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Recent work on the Dimple Limestone (Atokan) of the Marathon tectonic belt of West Texas indicates that it is predominantly a turbidite sequence deposited in relatively deep water below normal wave base. A narrow upperslope facies of nongraded, festoon cross-stratified grainstone, packstone, and chert conglomerate beds deposited in relatively shallow water occurs in the northwest part of the area. Wherever exposed, the formation is part of an overthrust complex which moved northwestward a distance of several miles or more.
The basin facies to the southeast consists of interbedded pelagic and turbidite beds. The pelagic beds are dark gray to black terrigenous shale, calcilutite, and chert containing a sparse fauna of radiolaria and sponge spicules. The turbidite beds are graded lithoclastic fossiliferous limestones ranging in thickness from less than an inch to more than 9 feet. Lithoclasts are mostly angular fragments of Devonian and Ordovician cherts. The fauna is characteristic of shallow shelf and slightly deeper slope environments, and indicates redeposition by turbidity currents. Small quantities of ooliths, pellets, glauconite, and quartz sand grains occur commonly in the turbidite beds.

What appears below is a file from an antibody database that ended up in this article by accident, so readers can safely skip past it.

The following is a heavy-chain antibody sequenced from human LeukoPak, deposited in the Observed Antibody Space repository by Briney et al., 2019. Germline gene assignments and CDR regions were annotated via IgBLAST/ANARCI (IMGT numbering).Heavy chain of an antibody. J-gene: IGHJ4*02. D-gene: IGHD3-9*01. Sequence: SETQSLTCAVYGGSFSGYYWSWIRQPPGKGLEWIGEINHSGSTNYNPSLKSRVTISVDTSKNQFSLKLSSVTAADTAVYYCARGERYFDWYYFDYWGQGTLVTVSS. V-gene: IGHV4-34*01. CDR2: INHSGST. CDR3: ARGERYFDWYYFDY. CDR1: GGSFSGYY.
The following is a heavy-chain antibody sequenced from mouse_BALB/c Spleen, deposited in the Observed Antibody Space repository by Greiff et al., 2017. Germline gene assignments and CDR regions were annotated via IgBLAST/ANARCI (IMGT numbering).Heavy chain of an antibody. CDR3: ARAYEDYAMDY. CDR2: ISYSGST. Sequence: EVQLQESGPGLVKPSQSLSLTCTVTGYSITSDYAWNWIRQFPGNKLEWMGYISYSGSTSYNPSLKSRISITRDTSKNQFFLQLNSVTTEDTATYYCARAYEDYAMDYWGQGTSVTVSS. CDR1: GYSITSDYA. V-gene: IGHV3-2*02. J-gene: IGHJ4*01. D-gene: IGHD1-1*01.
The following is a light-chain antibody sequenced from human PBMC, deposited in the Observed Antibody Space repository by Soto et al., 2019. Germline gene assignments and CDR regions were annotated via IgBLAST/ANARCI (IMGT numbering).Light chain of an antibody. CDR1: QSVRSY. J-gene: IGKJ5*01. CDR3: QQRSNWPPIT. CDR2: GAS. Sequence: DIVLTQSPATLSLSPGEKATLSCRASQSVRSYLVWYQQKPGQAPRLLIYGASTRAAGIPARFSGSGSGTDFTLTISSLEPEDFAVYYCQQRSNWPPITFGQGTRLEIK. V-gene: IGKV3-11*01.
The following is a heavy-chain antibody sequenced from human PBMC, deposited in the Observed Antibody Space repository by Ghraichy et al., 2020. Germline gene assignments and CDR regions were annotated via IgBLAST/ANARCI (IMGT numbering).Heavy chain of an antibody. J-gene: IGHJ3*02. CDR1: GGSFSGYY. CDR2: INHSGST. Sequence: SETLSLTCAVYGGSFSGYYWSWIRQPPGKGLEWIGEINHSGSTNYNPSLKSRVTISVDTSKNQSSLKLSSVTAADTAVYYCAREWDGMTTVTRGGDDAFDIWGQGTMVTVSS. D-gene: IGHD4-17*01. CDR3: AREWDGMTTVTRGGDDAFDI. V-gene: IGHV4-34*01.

The turbidite beds contain current direction features including aligned fossil fragments (particularly sponge spicules and brachiopod spines), cross laminae, ripple marks, and flame structures; and slope indicators such as convolutions and medium-scale slump structures. Sole markings are not evident. Delicate laminae in upper parts of graded beds commonly consist of siliceous sponge spicules aligned parallel with the current direction.
Numerous measured sections of the basin facies indicate a record of continuous deposition from the flysch-like Tesnus Formation, through the Dimple Limestone, and into the overlying flysch-like Haymond Formation. Submarine slides containing large blocks of white Devonian chert locally produced erosional surfaces. A comparison of the Tesnus Formation, Dimple Limestone, and Haymond Formation with the Scaglia-Brecciola-Macigno sequence of the northern Apennines shows striking similarities.
Current direction indicators, bed thickness, grain size, facies, and over-all formation thickness indicate that the Dimple Limestone was transported down a slope from the northwest. During early Atokan time, a carbonate shelf in the vicinity of the Glass Mountains provided shallow-water fossils and other carbonate debris for later redeposition in a relatively deep basin on the southeast.
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